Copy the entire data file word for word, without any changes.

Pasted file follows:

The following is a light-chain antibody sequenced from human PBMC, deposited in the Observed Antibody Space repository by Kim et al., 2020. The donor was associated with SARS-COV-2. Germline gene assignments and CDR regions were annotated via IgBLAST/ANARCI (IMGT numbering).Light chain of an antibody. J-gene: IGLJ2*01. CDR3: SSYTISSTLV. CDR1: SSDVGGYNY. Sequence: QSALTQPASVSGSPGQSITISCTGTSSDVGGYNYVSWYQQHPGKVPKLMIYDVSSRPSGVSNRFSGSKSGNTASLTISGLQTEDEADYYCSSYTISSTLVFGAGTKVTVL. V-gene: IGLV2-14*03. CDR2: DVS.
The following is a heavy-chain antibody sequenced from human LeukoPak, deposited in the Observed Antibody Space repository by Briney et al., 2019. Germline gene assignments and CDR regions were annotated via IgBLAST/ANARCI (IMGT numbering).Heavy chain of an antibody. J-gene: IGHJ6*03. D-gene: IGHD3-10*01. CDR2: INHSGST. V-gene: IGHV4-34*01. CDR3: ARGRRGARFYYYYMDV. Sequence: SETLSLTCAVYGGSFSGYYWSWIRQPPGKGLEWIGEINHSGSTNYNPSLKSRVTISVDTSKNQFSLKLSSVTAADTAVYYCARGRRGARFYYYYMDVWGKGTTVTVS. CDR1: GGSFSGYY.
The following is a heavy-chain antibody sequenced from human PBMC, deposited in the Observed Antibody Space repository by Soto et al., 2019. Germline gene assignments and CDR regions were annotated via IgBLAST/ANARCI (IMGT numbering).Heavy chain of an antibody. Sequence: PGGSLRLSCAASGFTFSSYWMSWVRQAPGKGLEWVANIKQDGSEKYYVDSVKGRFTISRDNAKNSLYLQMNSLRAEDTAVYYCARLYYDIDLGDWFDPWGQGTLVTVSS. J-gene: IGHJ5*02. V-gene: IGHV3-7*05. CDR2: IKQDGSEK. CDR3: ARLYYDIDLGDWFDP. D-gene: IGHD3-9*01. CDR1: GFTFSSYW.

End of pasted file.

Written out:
The following is a light-chain antibody sequenced from human PBMC, deposited in the Observed Antibody Space repository by Kim et al., 2020. The donor was associated with SARS-COV-2. Germline gene assignments and CDR regions were annotated via IgBLAST/ANARCI (IMGT numbering).Light chain of an antibody. J-gene: IGLJ2*01. CDR3: SSYTISSTLV. CDR1: SSDVGGYNY. Sequence: QSALTQPASVSGSPGQSITISCTGTSSDVGGYNYVSWYQQHPGKVPKLMIYDVSSRPSGVSNRFSGSKSGNTASLTISGLQTEDEADYYCSSYTISSTLVFGAGTKVTVL. V-gene: IGLV2-14*03. CDR2: DVS.
The following is a heavy-chain antibody sequenced from human LeukoPak, deposited in the Observed Antibody Space repository by Briney et al., 2019. Germline gene assignments and CDR regions were annotated via IgBLAST/ANARCI (IMGT numbering).Heavy chain of an antibody. J-gene: IGHJ6*03. D-gene: IGHD3-10*01. CDR2: INHSGST. V-gene: IGHV4-34*01. CDR3: ARGRRGARFYYYYMDV. Sequence: SETLSLTCAVYGGSFSGYYWSWIRQPPGKGLEWIGEINHSGSTNYNPSLKSRVTISVDTSKNQFSLKLSSVTAADTAVYYCARGRRGARFYYYYMDVWGKGTTVTVS. CDR1: GGSFSGYY.
The following is a heavy-chain antibody sequenced from human PBMC, deposited in the Observed Antibody Space repository by Soto et al., 2019. Germline gene assignments and CDR regions were annotated via IgBLAST/ANARCI (IMGT numbering).Heavy chain of an antibody. Sequence: PGGSLRLSCAASGFTFSSYWMSWVRQAPGKGLEWVANIKQDGSEKYYVDSVKGRFTISRDNAKNSLYLQMNSLRAEDTAVYYCARLYYDIDLGDWFDPWGQGTLVTVSS. J-gene: IGHJ5*02. V-gene: IGHV3-7*05. CDR2: IKQDGSEK. CDR3: ARLYYDIDLGDWFDP. D-gene: IGHD3-9*01. CDR1: GFTFSSYW.